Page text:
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ChrisJ
New Member


Date Joined Jan 2012
Total Posts : 17
   Posted 1/22/2012 12:37 PM (GMT -6)   
Hi there

Before having reflux I would drink about 1 liter of carbonated drinks per day (mainly diet coke), and maybe 2 liters more of water. (I always got very thirsty, even though I live in quite a cold place)
Since I started having GERD a few months ago, I started experimenting with my drinking habits and noticed that not drinking immediately after eating helped a bit with the symptoms.The less I drank, the less acid that made it to my mouth. By doing so, my tongue stopped being so burnt all the time, but I'm constantly thirsty and I assume that is not good for the body either.

I still don't seem to find how much should I wait after eating to drink safely. After 2 or more hours, I suddenly drink half a liter of water and then I stop drinking until about one hour before my next meal.

Also I'm not drinking anything 2 hours before going to bed (so actually I'm finding very little time frames where I believe I'm allowed to drink).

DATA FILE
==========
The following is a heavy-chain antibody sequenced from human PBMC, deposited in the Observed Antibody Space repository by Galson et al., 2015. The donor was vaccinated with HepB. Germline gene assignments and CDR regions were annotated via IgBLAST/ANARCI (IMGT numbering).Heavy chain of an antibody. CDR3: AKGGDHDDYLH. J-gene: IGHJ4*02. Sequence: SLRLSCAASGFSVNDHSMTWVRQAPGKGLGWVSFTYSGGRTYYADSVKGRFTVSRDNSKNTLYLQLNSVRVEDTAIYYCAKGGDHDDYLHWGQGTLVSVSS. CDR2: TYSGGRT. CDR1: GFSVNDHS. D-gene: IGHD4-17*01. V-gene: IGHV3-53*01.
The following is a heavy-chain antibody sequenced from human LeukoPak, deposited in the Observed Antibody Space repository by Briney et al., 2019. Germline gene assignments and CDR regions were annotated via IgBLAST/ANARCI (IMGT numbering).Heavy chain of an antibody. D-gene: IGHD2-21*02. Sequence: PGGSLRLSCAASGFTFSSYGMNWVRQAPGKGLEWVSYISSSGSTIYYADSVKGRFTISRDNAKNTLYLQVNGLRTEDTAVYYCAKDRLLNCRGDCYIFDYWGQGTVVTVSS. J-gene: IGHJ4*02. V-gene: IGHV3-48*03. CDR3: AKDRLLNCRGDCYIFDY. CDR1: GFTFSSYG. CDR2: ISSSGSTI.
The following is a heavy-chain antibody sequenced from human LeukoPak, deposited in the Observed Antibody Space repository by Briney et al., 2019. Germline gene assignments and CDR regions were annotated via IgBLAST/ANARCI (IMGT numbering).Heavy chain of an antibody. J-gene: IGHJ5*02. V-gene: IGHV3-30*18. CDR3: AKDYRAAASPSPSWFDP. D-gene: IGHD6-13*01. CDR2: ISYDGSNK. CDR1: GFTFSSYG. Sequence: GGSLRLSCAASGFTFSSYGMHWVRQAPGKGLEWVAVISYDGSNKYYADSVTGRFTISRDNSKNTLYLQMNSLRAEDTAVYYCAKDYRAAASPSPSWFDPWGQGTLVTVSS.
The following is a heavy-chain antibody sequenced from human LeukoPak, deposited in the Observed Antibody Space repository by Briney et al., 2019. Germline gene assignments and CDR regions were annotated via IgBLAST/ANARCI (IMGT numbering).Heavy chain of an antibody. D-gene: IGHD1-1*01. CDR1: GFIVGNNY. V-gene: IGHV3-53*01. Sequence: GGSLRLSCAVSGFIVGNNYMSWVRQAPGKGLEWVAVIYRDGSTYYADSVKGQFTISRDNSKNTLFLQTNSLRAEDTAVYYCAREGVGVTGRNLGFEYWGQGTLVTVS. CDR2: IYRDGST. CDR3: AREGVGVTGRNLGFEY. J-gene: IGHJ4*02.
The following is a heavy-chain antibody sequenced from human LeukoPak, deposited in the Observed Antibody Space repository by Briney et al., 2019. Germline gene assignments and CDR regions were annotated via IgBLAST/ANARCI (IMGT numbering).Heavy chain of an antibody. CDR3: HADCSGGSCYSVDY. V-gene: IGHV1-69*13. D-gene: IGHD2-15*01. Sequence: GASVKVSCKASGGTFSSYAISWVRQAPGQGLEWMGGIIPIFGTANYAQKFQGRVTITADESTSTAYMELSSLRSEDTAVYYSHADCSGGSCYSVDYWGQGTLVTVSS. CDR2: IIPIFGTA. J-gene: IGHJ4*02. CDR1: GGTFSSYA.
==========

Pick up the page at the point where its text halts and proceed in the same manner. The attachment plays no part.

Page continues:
In your experience, is this approach correct? Sometimes I'm very thirsty after lunch but I hold it in order to avoid symptoms.
Are there any tips you would like to share regarding your drinking habits? Or you keep drinking without problems with lunch?

how long before eating do you stop drinking?
how long after eating do you resume drinking?
how long before sleeping do you stop drinking
And what do you normally drink? It seems that besides plain water (which I love but sometimes gets a bit boring), any drinking options are either citric, loaded with sugar, are sparkling or else have caffeine on it :))


Thanks for sharing your knowledge :)
Christian

Post Edited (ChrisJ) : 1/22/2012 11:40:49 AM (GMT-7)


stkitt
Forum Moderator


Date Joined Apr 2007
Total Posts : 32602
   Posted 1/22/2012 2:10 PM (GMT -6)   
Chris,
 
I am a big Diet Coke fan even thow I know I should drink more water blush .  Drinking with eating is not a problem for me but I am sure others may have input for you.